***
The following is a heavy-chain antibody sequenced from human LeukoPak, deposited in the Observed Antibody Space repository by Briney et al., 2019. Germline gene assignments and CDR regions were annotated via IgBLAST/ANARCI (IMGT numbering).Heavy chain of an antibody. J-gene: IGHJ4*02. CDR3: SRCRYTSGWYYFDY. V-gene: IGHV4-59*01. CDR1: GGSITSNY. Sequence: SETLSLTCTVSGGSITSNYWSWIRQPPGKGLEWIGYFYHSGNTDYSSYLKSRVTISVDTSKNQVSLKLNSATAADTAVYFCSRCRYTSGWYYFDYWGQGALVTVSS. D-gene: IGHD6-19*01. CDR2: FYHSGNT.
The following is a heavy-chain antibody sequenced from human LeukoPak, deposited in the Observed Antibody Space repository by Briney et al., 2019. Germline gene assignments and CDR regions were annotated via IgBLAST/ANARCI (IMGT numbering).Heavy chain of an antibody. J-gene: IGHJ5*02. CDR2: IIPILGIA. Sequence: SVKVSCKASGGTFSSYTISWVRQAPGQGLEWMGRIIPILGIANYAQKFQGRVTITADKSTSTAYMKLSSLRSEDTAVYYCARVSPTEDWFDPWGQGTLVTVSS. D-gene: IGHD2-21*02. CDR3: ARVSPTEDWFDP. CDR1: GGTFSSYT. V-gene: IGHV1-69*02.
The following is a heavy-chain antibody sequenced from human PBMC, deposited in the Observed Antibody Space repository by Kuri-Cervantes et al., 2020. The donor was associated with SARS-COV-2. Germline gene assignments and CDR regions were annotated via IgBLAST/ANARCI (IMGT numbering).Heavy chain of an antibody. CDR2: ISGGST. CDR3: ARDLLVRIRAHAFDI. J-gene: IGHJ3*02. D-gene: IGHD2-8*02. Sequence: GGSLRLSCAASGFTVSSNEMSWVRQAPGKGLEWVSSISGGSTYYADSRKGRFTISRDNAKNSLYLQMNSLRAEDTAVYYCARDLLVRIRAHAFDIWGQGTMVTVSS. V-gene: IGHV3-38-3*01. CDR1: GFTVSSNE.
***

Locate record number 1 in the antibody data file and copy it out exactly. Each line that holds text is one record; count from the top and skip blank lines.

The following is a heavy-chain antibody sequenced from human LeukoPak, deposited in the Observed Antibody Space repository by Briney et al., 2019. Germline gene assignments and CDR regions were annotated via IgBLAST/ANARCI (IMGT numbering).Heavy chain of an antibody. J-gene: IGHJ4*02. CDR3: SRCRYTSGWYYFDY. V-gene: IGHV4-59*01. CDR1: GGSITSNY. Sequence: SETLSLTCTVSGGSITSNYWSWIRQPPGKGLEWIGYFYHSGNTDYSSYLKSRVTISVDTSKNQVSLKLNSATAADTAVYFCSRCRYTSGWYYFDYWGQGALVTVSS. D-gene: IGHD6-19*01. CDR2: FYHSGNT.